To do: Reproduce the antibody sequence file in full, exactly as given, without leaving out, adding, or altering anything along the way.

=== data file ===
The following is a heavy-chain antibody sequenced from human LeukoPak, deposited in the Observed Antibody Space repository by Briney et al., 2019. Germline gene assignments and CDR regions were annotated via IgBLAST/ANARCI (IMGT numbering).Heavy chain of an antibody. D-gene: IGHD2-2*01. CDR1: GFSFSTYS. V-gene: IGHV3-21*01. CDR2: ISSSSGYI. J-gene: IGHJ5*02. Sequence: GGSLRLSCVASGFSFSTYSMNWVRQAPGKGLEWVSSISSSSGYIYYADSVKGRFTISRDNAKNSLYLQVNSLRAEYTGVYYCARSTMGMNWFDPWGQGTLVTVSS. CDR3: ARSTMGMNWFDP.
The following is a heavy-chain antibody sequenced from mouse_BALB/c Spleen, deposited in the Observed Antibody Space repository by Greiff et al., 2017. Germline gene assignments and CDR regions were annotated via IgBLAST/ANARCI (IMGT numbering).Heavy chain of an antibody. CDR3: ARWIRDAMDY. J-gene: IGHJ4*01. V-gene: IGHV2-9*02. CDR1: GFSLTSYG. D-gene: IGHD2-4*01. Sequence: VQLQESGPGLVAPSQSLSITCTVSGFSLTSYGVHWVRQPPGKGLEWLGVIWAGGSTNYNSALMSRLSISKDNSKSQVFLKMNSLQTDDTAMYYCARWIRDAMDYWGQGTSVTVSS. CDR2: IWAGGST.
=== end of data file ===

The following is a heavy-chain antibody sequenced from human LeukoPak, deposited in the Observed Antibody Space repository by Briney et al., 2019. Germline gene assignments and CDR regions were annotated via IgBLAST/ANARCI (IMGT numbering).Heavy chain of an antibody. D-gene: IGHD2-2*01. CDR1: GFSFSTYS. V-gene: IGHV3-21*01. CDR2: ISSSSGYI. J-gene: IGHJ5*02. Sequence: GGSLRLSCVASGFSFSTYSMNWVRQAPGKGLEWVSSISSSSGYIYYADSVKGRFTISRDNAKNSLYLQVNSLRAEYTGVYYCARSTMGMNWFDPWGQGTLVTVSS. CDR3: ARSTMGMNWFDP.
The following is a heavy-chain antibody sequenced from mouse_BALB/c Spleen, deposited in the Observed Antibody Space repository by Greiff et al., 2017. Germline gene assignments and CDR regions were annotated via IgBLAST/ANARCI (IMGT numbering).Heavy chain of an antibody. CDR3: ARWIRDAMDY. J-gene: IGHJ4*01. V-gene: IGHV2-9*02. CDR1: GFSLTSYG. D-gene: IGHD2-4*01. Sequence: VQLQESGPGLVAPSQSLSITCTVSGFSLTSYGVHWVRQPPGKGLEWLGVIWAGGSTNYNSALMSRLSISKDNSKSQVFLKMNSLQTDDTAMYYCARWIRDAMDYWGQGTSVTVSS. CDR2: IWAGGST.